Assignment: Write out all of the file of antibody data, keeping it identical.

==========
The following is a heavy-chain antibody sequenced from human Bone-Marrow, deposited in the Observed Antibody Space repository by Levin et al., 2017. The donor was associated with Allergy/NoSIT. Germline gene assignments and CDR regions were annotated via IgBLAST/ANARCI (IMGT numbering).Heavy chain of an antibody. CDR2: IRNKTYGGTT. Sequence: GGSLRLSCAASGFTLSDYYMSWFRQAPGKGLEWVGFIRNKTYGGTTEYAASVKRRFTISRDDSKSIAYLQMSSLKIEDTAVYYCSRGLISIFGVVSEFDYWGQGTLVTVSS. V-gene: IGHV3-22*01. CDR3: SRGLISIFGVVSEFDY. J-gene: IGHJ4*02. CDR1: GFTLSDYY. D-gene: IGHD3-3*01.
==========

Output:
The following is a heavy-chain antibody sequenced from human Bone-Marrow, deposited in the Observed Antibody Space repository by Levin et al., 2017. The donor was associated with Allergy/NoSIT. Germline gene assignments and CDR regions were annotated via IgBLAST/ANARCI (IMGT numbering).Heavy chain of an antibody. CDR2: IRNKTYGGTT. Sequence: GGSLRLSCAASGFTLSDYYMSWFRQAPGKGLEWVGFIRNKTYGGTTEYAASVKRRFTISRDDSKSIAYLQMSSLKIEDTAVYYCSRGLISIFGVVSEFDYWGQGTLVTVSS. V-gene: IGHV3-22*01. CDR3: SRGLISIFGVVSEFDY. J-gene: IGHJ4*02. CDR1: GFTLSDYY. D-gene: IGHD3-3*01.